With a heavy heart, I sat on the rampart that defined the path leading to the land of happily ever after, or so I thought. My legs felt like lead, I couldn’t walk for a while. I cried like a little girl who craved for the moon and was denied. ‘But I only wanted to make him so happy, the happiest horse that lived on this planet. Why couldn’t he see that, was my love not good enough?’ I wailed. Finally, I wiped my eyes dry, urged my heavy legs to walk along. ‘We will find the right horse,’ I told my wretched heart.

And sure enough, in the corner of the lane stood a horse nice and strong. He looked at me and smiled happily as if he was waiting for me eagerly. My heart jumped in joy; my feet felt light as a feather as I ran to him. The miseries of lost love were soon forgotten. We walked happily for a while; he would walk away now then but come back to me again. ‘Oh, he’s a free spirit, but he’s my horse nonetheless,’ I nodded happily, turning a deaf ear to all apprehensions.

One day as we walked along, my handsome horse after talking about this and that, told me that he didn’t believe in the realm happiness or happily ever after. I looked at him in daze, as if my worst fears were coming true. ‘But I can walk along with you, but no promises of ever after. Let’s enjoy the walk and leave things uncomplicated,’ he said as he fondly grazed my arm. ‘So be it, being happy in the moment is all that mattered,’ or I told myself. Happy we were for a while. My horse would wander away for days and come back whenever it pleased him, my questions irked him, he would just brush them off.

Distraught by his frequent vanishing act, one day I decided to venture into a different terrain and walk away from him. He was upset, ‘we were doing just fine.’ ‘No, you were doing fine, while I was only pretending to be fine. Too scared of losing you, of being alone, I was clinging on to the shreds of love and affection that you would carelessly toss my way whenever it pleased you. I can’t fool myself any longer, I will take a different path from here on.’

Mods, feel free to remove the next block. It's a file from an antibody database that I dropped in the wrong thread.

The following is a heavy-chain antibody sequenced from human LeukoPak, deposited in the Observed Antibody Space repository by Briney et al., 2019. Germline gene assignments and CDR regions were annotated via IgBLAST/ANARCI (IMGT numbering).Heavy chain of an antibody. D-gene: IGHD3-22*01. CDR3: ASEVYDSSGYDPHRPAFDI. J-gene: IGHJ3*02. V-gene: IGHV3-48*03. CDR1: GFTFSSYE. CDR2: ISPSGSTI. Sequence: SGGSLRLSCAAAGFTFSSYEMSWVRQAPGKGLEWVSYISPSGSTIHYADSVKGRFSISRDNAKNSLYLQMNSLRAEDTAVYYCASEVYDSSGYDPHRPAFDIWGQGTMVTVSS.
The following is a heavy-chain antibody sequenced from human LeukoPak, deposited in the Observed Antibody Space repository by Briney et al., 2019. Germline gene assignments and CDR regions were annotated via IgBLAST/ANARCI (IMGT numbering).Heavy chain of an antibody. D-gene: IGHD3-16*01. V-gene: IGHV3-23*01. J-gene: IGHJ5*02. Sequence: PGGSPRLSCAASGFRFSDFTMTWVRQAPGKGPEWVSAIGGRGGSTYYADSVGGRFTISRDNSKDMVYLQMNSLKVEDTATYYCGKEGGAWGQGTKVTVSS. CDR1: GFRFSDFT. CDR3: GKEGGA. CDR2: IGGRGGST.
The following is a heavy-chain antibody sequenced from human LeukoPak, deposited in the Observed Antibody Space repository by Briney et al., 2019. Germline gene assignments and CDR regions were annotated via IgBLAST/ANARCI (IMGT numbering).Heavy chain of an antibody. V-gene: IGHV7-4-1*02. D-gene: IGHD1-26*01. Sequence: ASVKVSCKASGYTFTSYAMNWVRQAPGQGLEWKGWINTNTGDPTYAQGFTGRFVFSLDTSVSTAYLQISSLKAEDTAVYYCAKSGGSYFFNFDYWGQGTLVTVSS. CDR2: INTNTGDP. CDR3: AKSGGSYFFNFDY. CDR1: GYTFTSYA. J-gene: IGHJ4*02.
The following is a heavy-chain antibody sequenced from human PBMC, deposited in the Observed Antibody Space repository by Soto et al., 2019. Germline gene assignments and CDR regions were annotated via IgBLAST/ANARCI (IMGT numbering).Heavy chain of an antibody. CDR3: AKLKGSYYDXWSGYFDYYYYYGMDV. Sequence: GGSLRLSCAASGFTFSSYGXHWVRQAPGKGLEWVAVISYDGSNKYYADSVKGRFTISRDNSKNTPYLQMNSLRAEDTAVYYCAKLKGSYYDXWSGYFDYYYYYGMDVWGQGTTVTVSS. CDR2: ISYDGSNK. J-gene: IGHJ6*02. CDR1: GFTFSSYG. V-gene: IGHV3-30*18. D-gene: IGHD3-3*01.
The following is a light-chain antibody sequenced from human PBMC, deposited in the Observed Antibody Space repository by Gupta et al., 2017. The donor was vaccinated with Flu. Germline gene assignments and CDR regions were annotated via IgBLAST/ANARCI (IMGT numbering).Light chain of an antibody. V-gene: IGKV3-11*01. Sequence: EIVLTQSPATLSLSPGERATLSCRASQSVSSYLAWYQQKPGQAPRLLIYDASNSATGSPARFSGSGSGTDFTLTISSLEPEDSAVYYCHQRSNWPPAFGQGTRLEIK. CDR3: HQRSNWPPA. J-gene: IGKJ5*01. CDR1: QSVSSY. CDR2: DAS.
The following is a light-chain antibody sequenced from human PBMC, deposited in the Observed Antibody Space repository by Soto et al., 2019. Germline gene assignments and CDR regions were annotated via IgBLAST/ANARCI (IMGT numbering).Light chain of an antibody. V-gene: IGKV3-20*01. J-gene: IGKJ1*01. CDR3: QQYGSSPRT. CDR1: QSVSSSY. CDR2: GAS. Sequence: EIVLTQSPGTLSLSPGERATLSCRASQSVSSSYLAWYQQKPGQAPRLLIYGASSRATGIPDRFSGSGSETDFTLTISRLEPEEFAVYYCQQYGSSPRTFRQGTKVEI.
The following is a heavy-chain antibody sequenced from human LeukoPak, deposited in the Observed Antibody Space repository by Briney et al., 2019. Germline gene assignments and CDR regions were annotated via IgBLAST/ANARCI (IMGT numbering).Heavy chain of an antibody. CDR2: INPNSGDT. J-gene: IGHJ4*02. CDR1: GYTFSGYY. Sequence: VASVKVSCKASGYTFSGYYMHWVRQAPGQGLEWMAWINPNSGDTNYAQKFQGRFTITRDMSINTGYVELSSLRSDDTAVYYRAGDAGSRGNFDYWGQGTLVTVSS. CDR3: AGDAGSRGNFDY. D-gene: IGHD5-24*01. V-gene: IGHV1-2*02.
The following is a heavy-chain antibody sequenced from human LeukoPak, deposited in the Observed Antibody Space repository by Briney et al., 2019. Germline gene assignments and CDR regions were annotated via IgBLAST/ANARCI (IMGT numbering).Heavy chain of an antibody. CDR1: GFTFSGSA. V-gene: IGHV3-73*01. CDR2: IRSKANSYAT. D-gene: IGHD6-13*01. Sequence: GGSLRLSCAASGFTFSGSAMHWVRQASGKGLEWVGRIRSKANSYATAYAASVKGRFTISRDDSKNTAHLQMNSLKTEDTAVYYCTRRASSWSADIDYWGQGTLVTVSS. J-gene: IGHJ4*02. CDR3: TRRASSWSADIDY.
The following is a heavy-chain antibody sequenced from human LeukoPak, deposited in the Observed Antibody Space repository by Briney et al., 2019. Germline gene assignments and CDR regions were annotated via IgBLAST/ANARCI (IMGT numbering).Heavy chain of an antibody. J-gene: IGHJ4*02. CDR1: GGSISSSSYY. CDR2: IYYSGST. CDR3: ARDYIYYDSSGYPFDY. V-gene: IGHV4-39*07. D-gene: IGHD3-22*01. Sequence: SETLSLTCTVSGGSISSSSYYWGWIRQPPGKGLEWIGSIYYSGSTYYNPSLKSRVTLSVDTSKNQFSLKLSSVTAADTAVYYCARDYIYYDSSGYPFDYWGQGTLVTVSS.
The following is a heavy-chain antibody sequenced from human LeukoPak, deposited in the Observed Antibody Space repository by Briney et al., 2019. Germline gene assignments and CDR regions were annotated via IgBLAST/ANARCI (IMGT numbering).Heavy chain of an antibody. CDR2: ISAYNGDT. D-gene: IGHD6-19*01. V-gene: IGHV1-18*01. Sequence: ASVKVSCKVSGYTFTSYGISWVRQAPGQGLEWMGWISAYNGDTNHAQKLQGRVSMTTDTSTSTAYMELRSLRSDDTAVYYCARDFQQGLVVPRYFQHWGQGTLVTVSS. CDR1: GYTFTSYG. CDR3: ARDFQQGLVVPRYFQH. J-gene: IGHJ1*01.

My heart bled, my legs were heavy, but this time I wiped away my tears, held my head high and walked away. ‘I will find my own happy land, I don’t need another horse,’ I told myself. I walked for miles and entered the happy land. The chirping birds and the blooming flower healed my heart. My happy feet pranced again like a little girl. ‘Ah, here I am, and I don’t need a stallion,’ sang my heart as I walked to the coffee shop.

There, at the door of the coffee shop stood a horse, a handsome stallion. He looked at me with eager eyes. ‘Care for a coffee,’ he asked. It’s just a cup of coffee I thought and walked with him to the coffee ship. Soon I was enamoured by his charm and decided to walk along with this fine horse to the land unknown. The horse was hesitant initially, but his gait gained confidence with time. There were hurdles on the way, but together we walked on. ‘I love you so much, like I have never loved anyone before,’ said my horse making my heart flutter with joy. Dizzy with love I rode along, ‘Finally, I find my horse,’ I cried out in joy.

But one day, my handsome stallion shook me off his back and rode away. The sudden fall stunned me, broke my heart into million pieces. Numbed, I sat by the road and stared blankly at my many shattered dreams and promises, and pieces of my once so happy heart. As I pulled myself up and started picking up the fragments, the horse walked back and stood next to me wearing a brooding melancholic look. Angrily I looked at him, picked up the biggest piece of my disappointment and flung it at him. He shuddered and then held my hand gently and said in a sad soft voice, “It’s not just you, I broke my heart too. Amongst these pieces scattered are my dreams, my hopes, my despair, my love for you, and the dark pieces of my fears and uncertainties. Let’s pick up the pieces together and string a tale of love and its many woes. We know not where the road leads us, let’s figure as we walk along!”

Bachelor Girl

Conversation with my neighbour on a lockdown morning:

“Hello, ma’am, ma’am.” I was watering the plants. As I turned, I saw my neighbour from the balcony downstairs waving at me. I don’t really know him though I occasionally see him in the common area.

“I just heard one family on your floor has tested COVID positive. What are you doing?” he asked looking very concerned. “What can I do? I am just staying indoors,” I replied.